The House of Representatives voted Tuesday to overturn regulations crafted by the Obama administration for accountability under the Every Student Succeeds Act, as well as those for teacher-preparation programs.
If the ESSA resolution overturning the accountability rules is successful, it could have far-reaching consequences for the U.S. Department of Education, state officials, and local district leaders. These rules address school ratings, the timeline for identifying and intervening in struggling schools, indicators of school quality that go beyond test scores, and other issues. A Senate resolution to overturn the ESSA accountability rules is also expected in the near future.
The Obama administration released a draft version of the ESSA accountability rules in May, and finalized them in November after considering public comments. That final version granted states more flexibility in some areas than the May draft on issues like summative school ratings. However, last month, the Trump administration hit the pause button on the implementation of these final rules. The final teacher-prep rules were issued last October.
The Congressional Review Act allows lawmakers to overturn regulations from the executive branch. Rep. Brett Guthrie, R-Ky., and Rep. Todd Rokita, R-Ind., introduced the joint resolutions to overturn the two sets of regulations for teacher preparation and ESSA accountability, respectively, last week. The CRA has never been used on education regulations, however, so its unclear how the department would proceed as far as issuing guidance or new regulations. If the regulations are overturned, Congress is barred from issuing “substantially similar” regulations on these two issues before lawmakers reauthorize ESSA and the Higher Education Act, respectively.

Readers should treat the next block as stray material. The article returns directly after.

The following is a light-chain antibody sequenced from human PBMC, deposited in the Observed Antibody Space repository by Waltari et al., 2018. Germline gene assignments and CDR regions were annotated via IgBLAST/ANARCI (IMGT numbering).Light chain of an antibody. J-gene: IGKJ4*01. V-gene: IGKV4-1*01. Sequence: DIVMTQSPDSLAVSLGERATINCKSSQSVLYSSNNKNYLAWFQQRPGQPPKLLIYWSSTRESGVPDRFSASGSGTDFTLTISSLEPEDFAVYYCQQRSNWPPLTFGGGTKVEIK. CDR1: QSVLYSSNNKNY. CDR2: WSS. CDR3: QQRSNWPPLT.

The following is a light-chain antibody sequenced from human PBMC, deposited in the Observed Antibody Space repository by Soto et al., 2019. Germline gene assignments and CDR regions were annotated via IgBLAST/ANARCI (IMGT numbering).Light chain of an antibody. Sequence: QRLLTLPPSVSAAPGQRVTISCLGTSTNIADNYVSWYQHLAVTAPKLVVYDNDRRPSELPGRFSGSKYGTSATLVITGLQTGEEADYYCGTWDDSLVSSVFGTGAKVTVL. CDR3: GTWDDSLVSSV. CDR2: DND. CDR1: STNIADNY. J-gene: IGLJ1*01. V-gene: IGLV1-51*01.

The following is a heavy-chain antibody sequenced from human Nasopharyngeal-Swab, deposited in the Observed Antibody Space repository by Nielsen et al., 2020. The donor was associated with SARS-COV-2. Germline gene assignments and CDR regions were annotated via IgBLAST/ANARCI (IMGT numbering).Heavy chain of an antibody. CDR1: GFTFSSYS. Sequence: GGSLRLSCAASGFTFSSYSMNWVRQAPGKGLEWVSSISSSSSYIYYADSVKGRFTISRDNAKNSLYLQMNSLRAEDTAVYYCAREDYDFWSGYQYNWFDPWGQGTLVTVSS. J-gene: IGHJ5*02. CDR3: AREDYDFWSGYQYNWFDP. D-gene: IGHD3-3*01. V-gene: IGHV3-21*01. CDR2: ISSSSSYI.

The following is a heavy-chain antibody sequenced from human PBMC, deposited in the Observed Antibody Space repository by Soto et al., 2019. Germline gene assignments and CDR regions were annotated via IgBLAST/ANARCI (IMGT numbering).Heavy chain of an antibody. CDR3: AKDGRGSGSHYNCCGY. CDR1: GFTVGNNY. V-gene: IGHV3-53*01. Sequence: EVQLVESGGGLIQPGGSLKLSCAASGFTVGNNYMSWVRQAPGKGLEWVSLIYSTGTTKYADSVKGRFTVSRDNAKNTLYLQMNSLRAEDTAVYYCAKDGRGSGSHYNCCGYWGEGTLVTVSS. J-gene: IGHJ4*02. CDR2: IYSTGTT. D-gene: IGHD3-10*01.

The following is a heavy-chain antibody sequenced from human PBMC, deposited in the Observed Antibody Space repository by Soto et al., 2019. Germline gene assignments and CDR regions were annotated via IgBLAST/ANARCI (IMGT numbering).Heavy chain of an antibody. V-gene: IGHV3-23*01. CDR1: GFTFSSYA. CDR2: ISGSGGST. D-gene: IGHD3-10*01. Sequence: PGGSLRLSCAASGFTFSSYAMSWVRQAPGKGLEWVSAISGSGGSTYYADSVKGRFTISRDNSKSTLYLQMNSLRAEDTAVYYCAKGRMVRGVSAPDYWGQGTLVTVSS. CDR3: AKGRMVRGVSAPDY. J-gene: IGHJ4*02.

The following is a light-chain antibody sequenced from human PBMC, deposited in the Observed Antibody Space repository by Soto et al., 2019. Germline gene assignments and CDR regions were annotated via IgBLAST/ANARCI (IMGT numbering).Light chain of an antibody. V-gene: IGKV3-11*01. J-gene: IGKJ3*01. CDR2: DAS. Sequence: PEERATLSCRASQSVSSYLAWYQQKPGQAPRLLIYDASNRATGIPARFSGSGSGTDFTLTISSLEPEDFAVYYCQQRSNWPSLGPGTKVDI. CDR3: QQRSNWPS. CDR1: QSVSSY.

In remarks on Tuesday before the House vote, Rokita said he wanted to overturn the ESSA rules because they ran counter to the spirit of the law itself, which he said is designed to give state and district leaders more power. And he said getting rid of the rules would not impede states from shifting to ESSA as they saw fit. (ESSA kicks in for the 2017-18 school year.)
“Here we have a federal agency inserting itself, making law, not just interpreting it, but making law,” Rokita said of the ESSA rules.
Critics, however, have a different idea. On the House floor Tuesday, Rep. Jared Polis, D-Colo., said ditching the ESSA rules would be damaging and disruptive, not liberating, particularly for states that have worked for over a year to shift to the law. And he stressed that the education secretary’s hands would be tied as far as new regulations.
“This resolution would undo all of that state-level work ... creating mass chaos and uncertainty in public education, and destroy the civil rights safeguards that Republicans and Democrats worked so diligently to put in the Every Student Succeeds Act,” Polis said.
The National Governors Association and AASA, the School Administrators Association, support Rokita’s resolution regarding the ESSA rules. Civil rights groups like the NAACP Legal Defense and Educational Fund, however, are opposed to the resolutions from Guthrie and Rokita.
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